Architecture is a key concept in Åsdam’s output. In his films and photographs, the architecture often consists of linguistic ‘signs’ and markers of themes like desire, struggle, lifestyle, politics and economics. The architecture is not just a scenic ‘backdrop’ for the action, but an independent actor.
Despite more dialogue-based action in some of Åsdam’s most recent films, they all break with the traditional structures associated with narrative and continuity. Rather, the characters are placed in a spatial relationship with their surroundings, where the people remain in undefined relations with one another, and where the physical surroundings are crucial to the dynamics of the various scenes. The dissolution of traditional storytelling structures also reflects Åsdam’s interest in the breakdown of narrative structures in everyday reality more generally.
This is inherent as a core experience for Åsdam, and influences both the form and content of the works. Urbanity can perhaps be called the overall theme of Åsdam’s art. But his investigations of how individuals shape their self-awareness in an interaction with urban surroundings provides scope for a compact network of narratives that touch on a wide range of intersecting themes.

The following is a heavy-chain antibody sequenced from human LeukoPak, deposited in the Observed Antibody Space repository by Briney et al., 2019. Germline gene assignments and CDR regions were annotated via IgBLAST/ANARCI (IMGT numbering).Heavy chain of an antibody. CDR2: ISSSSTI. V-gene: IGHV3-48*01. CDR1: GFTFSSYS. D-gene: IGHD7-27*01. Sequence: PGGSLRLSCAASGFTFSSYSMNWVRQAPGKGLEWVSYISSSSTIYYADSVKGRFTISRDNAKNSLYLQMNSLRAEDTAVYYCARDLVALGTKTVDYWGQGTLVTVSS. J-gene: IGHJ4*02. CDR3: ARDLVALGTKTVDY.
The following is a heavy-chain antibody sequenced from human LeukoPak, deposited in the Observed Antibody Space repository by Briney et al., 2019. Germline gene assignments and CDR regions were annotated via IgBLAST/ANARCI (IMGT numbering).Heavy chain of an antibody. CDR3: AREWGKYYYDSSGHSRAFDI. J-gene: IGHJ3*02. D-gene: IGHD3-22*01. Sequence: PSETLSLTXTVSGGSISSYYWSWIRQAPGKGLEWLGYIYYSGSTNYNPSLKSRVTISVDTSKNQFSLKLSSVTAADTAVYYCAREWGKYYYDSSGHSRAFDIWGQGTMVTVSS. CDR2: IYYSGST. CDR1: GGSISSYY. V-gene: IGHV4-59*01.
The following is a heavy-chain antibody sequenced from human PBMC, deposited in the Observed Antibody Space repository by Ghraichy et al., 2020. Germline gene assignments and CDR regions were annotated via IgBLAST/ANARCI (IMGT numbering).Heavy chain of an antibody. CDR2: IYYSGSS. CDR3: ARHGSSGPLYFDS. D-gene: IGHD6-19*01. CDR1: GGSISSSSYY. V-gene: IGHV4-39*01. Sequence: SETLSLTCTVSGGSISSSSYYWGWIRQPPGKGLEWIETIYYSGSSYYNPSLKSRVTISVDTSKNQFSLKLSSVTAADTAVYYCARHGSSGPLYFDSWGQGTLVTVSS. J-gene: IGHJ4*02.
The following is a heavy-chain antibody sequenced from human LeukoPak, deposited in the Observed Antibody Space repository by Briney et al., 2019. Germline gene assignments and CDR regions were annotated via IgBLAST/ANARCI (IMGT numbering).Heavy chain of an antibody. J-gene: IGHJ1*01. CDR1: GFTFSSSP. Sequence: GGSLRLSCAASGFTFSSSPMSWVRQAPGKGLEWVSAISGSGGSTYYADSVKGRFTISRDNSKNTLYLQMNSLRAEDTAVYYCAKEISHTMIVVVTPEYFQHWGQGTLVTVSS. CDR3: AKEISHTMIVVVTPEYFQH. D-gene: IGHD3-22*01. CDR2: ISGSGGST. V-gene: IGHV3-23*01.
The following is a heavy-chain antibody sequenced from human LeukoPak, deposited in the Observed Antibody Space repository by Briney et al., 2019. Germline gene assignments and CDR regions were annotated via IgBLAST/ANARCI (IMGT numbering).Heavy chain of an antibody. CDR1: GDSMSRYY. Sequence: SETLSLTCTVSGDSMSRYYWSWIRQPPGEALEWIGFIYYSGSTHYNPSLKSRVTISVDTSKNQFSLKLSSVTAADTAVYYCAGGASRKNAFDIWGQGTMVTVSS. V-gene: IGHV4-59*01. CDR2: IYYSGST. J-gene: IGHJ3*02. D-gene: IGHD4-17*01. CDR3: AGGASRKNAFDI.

Youth culture, politics, linguistic psychology, music or everyday life as a category for philosophy and critical thinking, are some of the fragments of meaning that can lie latent in one and the same work. The exhibition at Bergen Kunsthall will present three brand new film productions with their points of departure in three distinct geographical locations.
Perhaps to an even greater extent than before, it is the places that are portrayed, not just as generic urban surroundings, but with their distinct histories, demographics and architecture. The film Abyss is a portrait of East London today with the rapid changes that are leaving their mark on the architecture, environment and social structures of the area.
The city of Tripoli in Lebanon is the point of departure for a film of the same name. Here one finds one of the world’s most distinctive building projects, created by the Brazilian architect Oscar Niemeyer in 1966. Today the area is an architectural relic of a stranded vision - a modernist ruin and a forever-unfinished monument to a vanished optimism in the Middle East. The third new film deals with Groruddalen in Oslo. The Norwegian media often paint a picture of Groruddalen as the textbook example of the satellite town problem with anti-human surroundings, a high immigrant population percentage and youth crime.
Åsdam’s film makes use of stories, situations and information about the satellite town in a film that is documentary in its use of research, but does not draw on the documentary film tradition’s narrative devices. In his work with film as artistic expression Åsdam is constantly engaging in close dialogue with both the conventions of the film medium as we know them from film history, and installation art’s use of video and film as both spatial and narrative media.
At Bergen Kunsthall the films will be presented as part of larger spatial installations. Thus architecture becomes a central cue word, not only as a theme, but also physically and concretely in the exhibition space. In his exhibitions Åsdam creates his own hybrid architectural structures which erase the boundaries between the space of the film and the space of the viewer.